I used to make jokes about my own toddler flirting with kids her age. That was until I realized just how damaging that can be—even though I meant it in a playful way.

baby with hearts on his eyes
Credit: Photo illustration by Sarina Finkelstein; Getty Images (1)

While on vacation at the beach several years ago, we met up with some old friends and their children. I was tickled to see my then 2-year-old daughter bonding with their 6-year-old son. He got a kick out of making her laugh—she was a relaxed and cheerful audience. I saw how the two kids got along so well, and my brain fast-forwarded 25 years to a daydream of their inevitable fairy tale wedding. I mentioned the fantasy to my friend. I might have even said, "She's in love with him."

I may have also giggled when my preschooler told me about her “boy friend” two years later. He was literally a boy and a friend; she didn’t have any intention of romantically bonding with another 4-year-old. She was confused and annoyed by my pressing questions about this boy friend. That’s when I recognized I was saddling her with a connotation she didn’t understand or welcome. I vowed to back off. I realized how little comments like mine snowball into a culture of romantic expectations based on gender.

A few years later, I was lost in thought in a busy waiting room, and an unfamiliar pre-school-aged child started inching toward my lap. "He's a flirt," said the adult with him. And then even the Duchess of Sussex herself, Meghan Markle, said her 5-month-old son Archie “likes to flirt” after the tot chuckled with a female human rights activist. Though I might have once made a similar comment, this all sounds incongruent to me now. It also really solidifies my stance on calling kids flirts.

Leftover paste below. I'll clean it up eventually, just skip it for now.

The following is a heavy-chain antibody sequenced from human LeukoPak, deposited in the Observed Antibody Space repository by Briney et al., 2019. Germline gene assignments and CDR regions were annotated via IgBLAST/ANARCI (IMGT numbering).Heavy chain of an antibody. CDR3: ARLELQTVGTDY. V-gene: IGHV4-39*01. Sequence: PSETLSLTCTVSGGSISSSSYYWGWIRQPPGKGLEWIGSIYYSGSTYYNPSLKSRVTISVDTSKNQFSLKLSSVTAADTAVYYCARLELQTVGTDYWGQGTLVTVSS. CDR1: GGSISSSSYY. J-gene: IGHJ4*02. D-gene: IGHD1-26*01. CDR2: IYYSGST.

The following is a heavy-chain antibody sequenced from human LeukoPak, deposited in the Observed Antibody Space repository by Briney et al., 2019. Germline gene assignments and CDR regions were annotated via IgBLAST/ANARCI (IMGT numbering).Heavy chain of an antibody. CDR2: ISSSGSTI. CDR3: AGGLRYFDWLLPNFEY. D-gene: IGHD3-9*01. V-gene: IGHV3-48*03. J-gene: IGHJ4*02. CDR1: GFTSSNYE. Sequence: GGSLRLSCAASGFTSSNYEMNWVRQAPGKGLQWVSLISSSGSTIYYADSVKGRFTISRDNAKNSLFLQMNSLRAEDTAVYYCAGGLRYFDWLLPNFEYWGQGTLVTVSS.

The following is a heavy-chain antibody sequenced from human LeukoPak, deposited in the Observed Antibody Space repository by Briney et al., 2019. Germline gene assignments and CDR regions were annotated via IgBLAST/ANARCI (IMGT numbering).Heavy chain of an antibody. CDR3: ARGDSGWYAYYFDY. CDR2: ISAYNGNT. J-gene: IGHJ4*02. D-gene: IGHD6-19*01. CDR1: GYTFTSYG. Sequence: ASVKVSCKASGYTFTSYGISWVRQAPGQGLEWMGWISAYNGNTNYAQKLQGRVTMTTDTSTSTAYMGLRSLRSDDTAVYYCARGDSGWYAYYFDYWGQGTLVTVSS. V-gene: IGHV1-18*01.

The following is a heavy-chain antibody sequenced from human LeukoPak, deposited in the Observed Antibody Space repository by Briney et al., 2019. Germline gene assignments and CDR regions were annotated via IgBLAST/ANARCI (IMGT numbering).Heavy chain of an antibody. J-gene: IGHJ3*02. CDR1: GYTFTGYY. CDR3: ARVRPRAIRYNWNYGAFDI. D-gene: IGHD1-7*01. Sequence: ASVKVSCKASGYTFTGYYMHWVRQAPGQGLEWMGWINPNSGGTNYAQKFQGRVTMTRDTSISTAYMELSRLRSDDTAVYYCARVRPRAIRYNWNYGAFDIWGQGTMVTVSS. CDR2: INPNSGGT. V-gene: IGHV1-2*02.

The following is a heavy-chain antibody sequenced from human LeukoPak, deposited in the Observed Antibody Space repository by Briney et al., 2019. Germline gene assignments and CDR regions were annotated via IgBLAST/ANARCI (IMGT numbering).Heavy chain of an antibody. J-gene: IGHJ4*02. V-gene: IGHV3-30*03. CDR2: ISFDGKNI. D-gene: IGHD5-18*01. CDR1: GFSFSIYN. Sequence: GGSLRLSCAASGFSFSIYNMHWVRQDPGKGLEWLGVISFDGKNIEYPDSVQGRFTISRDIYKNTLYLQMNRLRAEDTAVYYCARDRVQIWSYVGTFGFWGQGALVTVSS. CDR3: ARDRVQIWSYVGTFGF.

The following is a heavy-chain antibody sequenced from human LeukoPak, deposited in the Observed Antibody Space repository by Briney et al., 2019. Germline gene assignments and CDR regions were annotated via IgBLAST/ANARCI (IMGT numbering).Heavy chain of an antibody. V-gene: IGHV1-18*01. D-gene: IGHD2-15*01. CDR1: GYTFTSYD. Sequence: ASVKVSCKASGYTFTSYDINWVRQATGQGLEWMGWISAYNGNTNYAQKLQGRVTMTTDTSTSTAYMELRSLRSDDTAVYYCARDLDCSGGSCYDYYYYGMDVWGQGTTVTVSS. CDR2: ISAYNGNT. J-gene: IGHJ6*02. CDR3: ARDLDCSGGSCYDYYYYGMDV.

Flirtation implies romance or sexuality in a context that is neither cute nor appropriate for children too young to even understand what those words mean. It also supports a notion that is particularly harmful to female children: that attracting a mate will be a primary life objective. Thinking back, I really do feel embarrassed. I had muddied a sweet childhood interaction with my own ingrained expectation that people must be coupled up to be happy. This indoctrination that romance makes life complete is an idea that overshadows any complex emotions my daughter was feeling.

"Projecting romantic scenarios on young children may become harmful once children begin understanding the comments of adults around them," says Emily W. King, Ph.D., a licensed psychologist in Raleigh, North Carolina, who specializes in working with children of all ages. “While comments about 'flirting' with a playmate might go over the head of a baby or toddler, preschoolers are going to notice. These labels can be confusing when their intention is to just play with a friend, male or female, because they're having fun."

And of course babies aren’t flirting at all; they are simply enjoying natural parts of their development. "Babies who appear to 'flirt' with you are building brain connections through social interactions,” says Dr. King. That’s also the case when babies interact with other tots during playdates. “By this point in development, babies have developed some motor skills so they can turn or move their bodies towards other babies and smile or giggle at one another,” adds Dr. King.

I’ve completely stopped tying any romantic language to my daughter’s friendships with other kids her age. I don’t want her to grow up feeling every interaction she has is simply an opportunity for a romantic relationship or make her feel pressured to seek a partner. Instead, I’ll take expert advice and let her take the lead on describing her relationships to me, whenever she's ready.

“When talking with our child, just listen and emphasize kindness, fun, and learning,” says Dr. King. “Most children will hear these romantic labels soon enough, opening up the conversation for the difference between friendships and romantic relationships."